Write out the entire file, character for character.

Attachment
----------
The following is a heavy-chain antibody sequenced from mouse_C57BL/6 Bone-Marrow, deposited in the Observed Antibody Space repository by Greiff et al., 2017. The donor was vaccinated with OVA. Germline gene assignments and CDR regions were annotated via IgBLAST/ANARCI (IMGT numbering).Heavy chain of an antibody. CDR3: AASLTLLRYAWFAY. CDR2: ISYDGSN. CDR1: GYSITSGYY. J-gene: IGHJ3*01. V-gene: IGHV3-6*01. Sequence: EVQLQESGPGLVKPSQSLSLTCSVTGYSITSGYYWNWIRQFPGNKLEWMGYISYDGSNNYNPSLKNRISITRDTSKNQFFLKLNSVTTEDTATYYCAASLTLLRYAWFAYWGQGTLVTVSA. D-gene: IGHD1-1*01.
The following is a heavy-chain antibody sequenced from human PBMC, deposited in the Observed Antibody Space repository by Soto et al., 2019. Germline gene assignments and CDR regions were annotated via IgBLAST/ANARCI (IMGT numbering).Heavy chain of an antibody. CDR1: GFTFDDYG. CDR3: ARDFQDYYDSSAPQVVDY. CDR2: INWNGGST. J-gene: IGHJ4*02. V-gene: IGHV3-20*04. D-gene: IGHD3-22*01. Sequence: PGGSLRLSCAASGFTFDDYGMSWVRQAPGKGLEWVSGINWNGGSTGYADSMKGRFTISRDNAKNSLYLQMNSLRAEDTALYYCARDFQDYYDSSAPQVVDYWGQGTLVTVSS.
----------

The following is a heavy-chain antibody sequenced from mouse_C57BL/6 Bone-Marrow, deposited in the Observed Antibody Space repository by Greiff et al., 2017. The donor was vaccinated with OVA. Germline gene assignments and CDR regions were annotated via IgBLAST/ANARCI (IMGT numbering).Heavy chain of an antibody. CDR3: AASLTLLRYAWFAY. CDR2: ISYDGSN. CDR1: GYSITSGYY. J-gene: IGHJ3*01. V-gene: IGHV3-6*01. Sequence: EVQLQESGPGLVKPSQSLSLTCSVTGYSITSGYYWNWIRQFPGNKLEWMGYISYDGSNNYNPSLKNRISITRDTSKNQFFLKLNSVTTEDTATYYCAASLTLLRYAWFAYWGQGTLVTVSA. D-gene: IGHD1-1*01.
The following is a heavy-chain antibody sequenced from human PBMC, deposited in the Observed Antibody Space repository by Soto et al., 2019. Germline gene assignments and CDR regions were annotated via IgBLAST/ANARCI (IMGT numbering).Heavy chain of an antibody. CDR1: GFTFDDYG. CDR3: ARDFQDYYDSSAPQVVDY. CDR2: INWNGGST. J-gene: IGHJ4*02. V-gene: IGHV3-20*04. D-gene: IGHD3-22*01. Sequence: PGGSLRLSCAASGFTFDDYGMSWVRQAPGKGLEWVSGINWNGGSTGYADSMKGRFTISRDNAKNSLYLQMNSLRAEDTALYYCARDFQDYYDSSAPQVVDYWGQGTLVTVSS.